Several years ago, a writing contest judge told me what she felt was the main problem with my writing. "You need to read more in your genre. Imitate what other successful writers are doing." Ahh, these were good words. 

This was only step one, though. Because once I imitated, I needed to enhance what I saw to make it mine.
My daughter's third grade rendition of
Vincent VanGogh's painting, Starry Night
(I couldn't legally download a copy of the real thing
If you want to see it, click here

Think of famous paintings. 

Vincent VanGogh's Starry Night is not the image we would see with our eyes or take a picture of with our cameras. Yet, he started with the imitation of something we the viewers knew and enhanced it with a deeper meaning to produce his work of art. 

This is what our stories need to do. We cannot create something from nothing, like God. But we can imitate to provide a link for our readers then enhance the story to form our unique, rich work of art.

Literary researchers have found that in all the stories that exist, there are only seven main plots. Imagine a single large oak tree with only seven main branches. From those branches are many smaller branches, twigs, and leaves. The seven main plots are:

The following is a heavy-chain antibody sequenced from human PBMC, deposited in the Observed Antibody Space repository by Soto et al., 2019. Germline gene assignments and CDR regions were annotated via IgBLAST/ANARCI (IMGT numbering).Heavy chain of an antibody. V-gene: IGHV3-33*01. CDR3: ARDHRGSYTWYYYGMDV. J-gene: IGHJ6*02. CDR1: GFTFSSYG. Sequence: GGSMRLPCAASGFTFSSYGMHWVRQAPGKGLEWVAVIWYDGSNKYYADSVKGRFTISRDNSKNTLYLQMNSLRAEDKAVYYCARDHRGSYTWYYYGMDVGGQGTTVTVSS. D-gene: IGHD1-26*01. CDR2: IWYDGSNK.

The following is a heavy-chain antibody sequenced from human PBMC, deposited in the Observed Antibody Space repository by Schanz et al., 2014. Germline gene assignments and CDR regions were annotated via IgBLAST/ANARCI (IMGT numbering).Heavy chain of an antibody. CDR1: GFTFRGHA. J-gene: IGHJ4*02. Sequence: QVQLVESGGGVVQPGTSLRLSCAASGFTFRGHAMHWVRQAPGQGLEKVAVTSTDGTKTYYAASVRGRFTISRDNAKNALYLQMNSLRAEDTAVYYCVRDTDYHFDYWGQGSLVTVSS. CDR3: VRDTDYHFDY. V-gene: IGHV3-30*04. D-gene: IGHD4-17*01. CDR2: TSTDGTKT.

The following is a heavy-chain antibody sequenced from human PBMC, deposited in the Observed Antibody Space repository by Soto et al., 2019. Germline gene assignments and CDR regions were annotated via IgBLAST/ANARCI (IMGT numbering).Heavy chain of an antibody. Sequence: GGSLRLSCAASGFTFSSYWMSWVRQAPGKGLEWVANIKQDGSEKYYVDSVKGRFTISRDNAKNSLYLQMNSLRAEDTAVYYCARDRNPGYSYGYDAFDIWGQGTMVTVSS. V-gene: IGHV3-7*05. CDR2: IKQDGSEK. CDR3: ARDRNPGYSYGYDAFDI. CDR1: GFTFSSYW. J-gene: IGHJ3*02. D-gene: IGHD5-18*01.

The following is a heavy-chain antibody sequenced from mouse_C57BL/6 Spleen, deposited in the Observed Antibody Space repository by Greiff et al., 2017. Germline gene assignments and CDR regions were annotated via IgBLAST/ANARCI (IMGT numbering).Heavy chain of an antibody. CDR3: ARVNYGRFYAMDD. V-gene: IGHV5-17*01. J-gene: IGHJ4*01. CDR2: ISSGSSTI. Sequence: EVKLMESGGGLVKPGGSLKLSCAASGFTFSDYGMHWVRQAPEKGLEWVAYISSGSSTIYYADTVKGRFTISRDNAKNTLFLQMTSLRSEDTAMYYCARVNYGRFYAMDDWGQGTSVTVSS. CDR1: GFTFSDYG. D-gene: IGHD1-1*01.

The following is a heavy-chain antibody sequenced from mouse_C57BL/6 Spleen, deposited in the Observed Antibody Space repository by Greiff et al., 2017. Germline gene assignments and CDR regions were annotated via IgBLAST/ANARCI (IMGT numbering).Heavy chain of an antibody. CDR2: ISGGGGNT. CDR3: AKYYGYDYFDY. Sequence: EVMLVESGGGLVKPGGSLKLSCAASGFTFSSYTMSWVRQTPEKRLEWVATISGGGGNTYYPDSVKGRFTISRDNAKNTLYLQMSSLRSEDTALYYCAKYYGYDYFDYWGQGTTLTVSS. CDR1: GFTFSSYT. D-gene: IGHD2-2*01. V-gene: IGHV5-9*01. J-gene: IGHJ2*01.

1. Overcoming the monster
2. Rags to riches
3. The Quest
4. Voyage and Return
5. Comedy
6. Tragedy
7. Rebirth

The story we write forms a smaller branch growing from one of these seven main branches forked from a single tree trunk call fiction. 

Can you place some famous stories into one of the seven on this list? Sure. Cyclops, Cinderella, Robinson Crusoe, Lord of the Rings, Romeo and Juliet, etc. 

Which of the seven plot does your story imitate? 

Once you figure out which of the seven main plots your story matches, you can read stories that are in that category and snatch some ideas to enhance your story and morph them to fit your work. 

Consider all the stories that have rags to riches story idea like Cinderella. I'm not talking about Cinderella remakes. The Beverly Hillbillies is one. The backwoods hunter goes out one day, shoots at what he thought was a critter. Up from the ground came black oil. The oil company paid them millions. They moved from their shack to Beverly Hills. An entire television show was built around this comedic idea.